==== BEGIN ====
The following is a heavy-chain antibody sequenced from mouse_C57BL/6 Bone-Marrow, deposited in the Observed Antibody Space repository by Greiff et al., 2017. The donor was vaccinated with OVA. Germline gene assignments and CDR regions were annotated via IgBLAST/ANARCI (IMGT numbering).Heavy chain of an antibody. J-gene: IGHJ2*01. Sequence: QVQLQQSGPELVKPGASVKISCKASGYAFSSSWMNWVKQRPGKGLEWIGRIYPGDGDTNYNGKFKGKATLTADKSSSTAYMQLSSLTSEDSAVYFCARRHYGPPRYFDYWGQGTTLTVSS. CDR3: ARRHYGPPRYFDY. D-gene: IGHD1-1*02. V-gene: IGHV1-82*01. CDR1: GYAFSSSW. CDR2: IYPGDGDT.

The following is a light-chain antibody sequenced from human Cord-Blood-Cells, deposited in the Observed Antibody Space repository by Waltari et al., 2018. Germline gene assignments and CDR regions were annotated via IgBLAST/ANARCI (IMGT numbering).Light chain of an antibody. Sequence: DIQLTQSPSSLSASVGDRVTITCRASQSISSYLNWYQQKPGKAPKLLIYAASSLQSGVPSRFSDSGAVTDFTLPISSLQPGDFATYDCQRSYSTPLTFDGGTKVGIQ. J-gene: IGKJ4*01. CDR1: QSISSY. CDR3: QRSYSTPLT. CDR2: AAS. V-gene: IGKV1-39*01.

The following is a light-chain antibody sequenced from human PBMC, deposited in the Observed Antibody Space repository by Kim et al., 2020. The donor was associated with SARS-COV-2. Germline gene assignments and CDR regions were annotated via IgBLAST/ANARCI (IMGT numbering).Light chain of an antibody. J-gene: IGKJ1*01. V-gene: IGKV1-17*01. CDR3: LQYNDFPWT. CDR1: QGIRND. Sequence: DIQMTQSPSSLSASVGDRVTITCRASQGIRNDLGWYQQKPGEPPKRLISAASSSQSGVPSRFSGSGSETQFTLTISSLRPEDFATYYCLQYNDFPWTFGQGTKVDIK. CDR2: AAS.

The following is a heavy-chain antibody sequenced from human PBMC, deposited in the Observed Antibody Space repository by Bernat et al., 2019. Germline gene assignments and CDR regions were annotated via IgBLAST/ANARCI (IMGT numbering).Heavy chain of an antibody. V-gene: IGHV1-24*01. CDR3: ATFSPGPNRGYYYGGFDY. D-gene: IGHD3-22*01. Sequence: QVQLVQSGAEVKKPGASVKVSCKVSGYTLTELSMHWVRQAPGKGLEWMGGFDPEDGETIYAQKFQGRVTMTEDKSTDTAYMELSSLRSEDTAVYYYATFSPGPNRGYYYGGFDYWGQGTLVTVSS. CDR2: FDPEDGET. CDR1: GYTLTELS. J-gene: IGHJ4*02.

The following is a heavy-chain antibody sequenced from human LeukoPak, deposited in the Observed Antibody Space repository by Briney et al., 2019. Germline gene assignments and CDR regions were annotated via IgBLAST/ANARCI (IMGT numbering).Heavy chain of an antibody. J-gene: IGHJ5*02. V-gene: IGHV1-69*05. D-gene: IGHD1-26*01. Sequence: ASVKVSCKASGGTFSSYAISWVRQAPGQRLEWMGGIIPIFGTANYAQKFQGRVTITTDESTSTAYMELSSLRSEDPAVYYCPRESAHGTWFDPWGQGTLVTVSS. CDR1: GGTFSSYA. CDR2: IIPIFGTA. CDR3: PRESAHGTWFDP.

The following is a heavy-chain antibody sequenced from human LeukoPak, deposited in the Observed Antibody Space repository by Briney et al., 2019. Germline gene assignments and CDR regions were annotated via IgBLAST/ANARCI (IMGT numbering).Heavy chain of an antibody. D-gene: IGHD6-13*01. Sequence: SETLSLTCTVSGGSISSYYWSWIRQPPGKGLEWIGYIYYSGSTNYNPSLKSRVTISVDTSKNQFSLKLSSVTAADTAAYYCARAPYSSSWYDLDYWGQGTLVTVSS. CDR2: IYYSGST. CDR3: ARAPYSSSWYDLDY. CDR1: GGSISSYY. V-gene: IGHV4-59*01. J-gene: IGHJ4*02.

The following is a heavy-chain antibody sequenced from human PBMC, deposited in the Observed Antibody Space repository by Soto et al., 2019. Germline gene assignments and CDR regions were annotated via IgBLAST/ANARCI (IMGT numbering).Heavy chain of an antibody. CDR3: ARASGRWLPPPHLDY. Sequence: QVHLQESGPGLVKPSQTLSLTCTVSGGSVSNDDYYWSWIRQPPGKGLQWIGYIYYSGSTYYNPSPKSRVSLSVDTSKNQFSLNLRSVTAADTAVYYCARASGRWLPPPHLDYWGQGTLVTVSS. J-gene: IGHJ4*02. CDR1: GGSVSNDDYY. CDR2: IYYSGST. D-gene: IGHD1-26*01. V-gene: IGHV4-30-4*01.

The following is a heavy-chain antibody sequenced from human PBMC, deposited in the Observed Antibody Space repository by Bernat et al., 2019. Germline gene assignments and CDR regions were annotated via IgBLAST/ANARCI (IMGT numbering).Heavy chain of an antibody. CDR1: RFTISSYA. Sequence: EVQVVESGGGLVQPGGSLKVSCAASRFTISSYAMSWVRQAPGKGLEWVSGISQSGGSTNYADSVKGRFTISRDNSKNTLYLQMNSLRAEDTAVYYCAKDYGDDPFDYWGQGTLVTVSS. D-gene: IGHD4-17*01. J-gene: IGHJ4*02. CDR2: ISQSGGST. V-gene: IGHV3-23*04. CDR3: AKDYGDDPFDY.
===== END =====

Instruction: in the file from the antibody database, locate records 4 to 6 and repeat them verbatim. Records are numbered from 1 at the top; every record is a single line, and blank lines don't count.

The following is a heavy-chain antibody sequenced from human PBMC, deposited in the Observed Antibody Space repository by Bernat et al., 2019. Germline gene assignments and CDR regions were annotated via IgBLAST/ANARCI (IMGT numbering).Heavy chain of an antibody. V-gene: IGHV1-24*01. CDR3: ATFSPGPNRGYYYGGFDY. D-gene: IGHD3-22*01. Sequence: QVQLVQSGAEVKKPGASVKVSCKVSGYTLTELSMHWVRQAPGKGLEWMGGFDPEDGETIYAQKFQGRVTMTEDKSTDTAYMELSSLRSEDTAVYYYATFSPGPNRGYYYGGFDYWGQGTLVTVSS. CDR2: FDPEDGET. CDR1: GYTLTELS. J-gene: IGHJ4*02.

The following is a heavy-chain antibody sequenced from human LeukoPak, deposited in the Observed Antibody Space repository by Briney et al., 2019. Germline gene assignments and CDR regions were annotated via IgBLAST/ANARCI (IMGT numbering).Heavy chain of an antibody. J-gene: IGHJ5*02. V-gene: IGHV1-69*05. D-gene: IGHD1-26*01. Sequence: ASVKVSCKASGGTFSSYAISWVRQAPGQRLEWMGGIIPIFGTANYAQKFQGRVTITTDESTSTAYMELSSLRSEDPAVYYCPRESAHGTWFDPWGQGTLVTVSS. CDR1: GGTFSSYA. CDR2: IIPIFGTA. CDR3: PRESAHGTWFDP.

The following is a heavy-chain antibody sequenced from human LeukoPak, deposited in the Observed Antibody Space repository by Briney et al., 2019. Germline gene assignments and CDR regions were annotated via IgBLAST/ANARCI (IMGT numbering).Heavy chain of an antibody. D-gene: IGHD6-13*01. Sequence: SETLSLTCTVSGGSISSYYWSWIRQPPGKGLEWIGYIYYSGSTNYNPSLKSRVTISVDTSKNQFSLKLSSVTAADTAAYYCARAPYSSSWYDLDYWGQGTLVTVSS. CDR2: IYYSGST. CDR3: ARAPYSSSWYDLDY. CDR1: GGSISSYY. V-gene: IGHV4-59*01. J-gene: IGHJ4*02.